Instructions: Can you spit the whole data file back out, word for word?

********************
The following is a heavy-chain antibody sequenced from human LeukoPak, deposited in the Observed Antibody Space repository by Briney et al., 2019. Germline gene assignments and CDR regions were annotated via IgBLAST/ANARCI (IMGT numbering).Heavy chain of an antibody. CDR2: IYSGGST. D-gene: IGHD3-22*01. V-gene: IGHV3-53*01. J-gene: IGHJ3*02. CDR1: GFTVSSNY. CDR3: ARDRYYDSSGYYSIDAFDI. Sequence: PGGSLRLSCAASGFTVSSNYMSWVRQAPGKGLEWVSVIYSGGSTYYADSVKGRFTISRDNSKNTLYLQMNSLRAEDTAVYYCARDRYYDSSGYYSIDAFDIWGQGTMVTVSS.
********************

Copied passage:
The following is a heavy-chain antibody sequenced from human LeukoPak, deposited in the Observed Antibody Space repository by Briney et al., 2019. Germline gene assignments and CDR regions were annotated via IgBLAST/ANARCI (IMGT numbering).Heavy chain of an antibody. CDR2: IYSGGST. D-gene: IGHD3-22*01. V-gene: IGHV3-53*01. J-gene: IGHJ3*02. CDR1: GFTVSSNY. CDR3: ARDRYYDSSGYYSIDAFDI. Sequence: PGGSLRLSCAASGFTVSSNYMSWVRQAPGKGLEWVSVIYSGGSTYYADSVKGRFTISRDNSKNTLYLQMNSLRAEDTAVYYCARDRYYDSSGYYSIDAFDIWGQGTMVTVSS.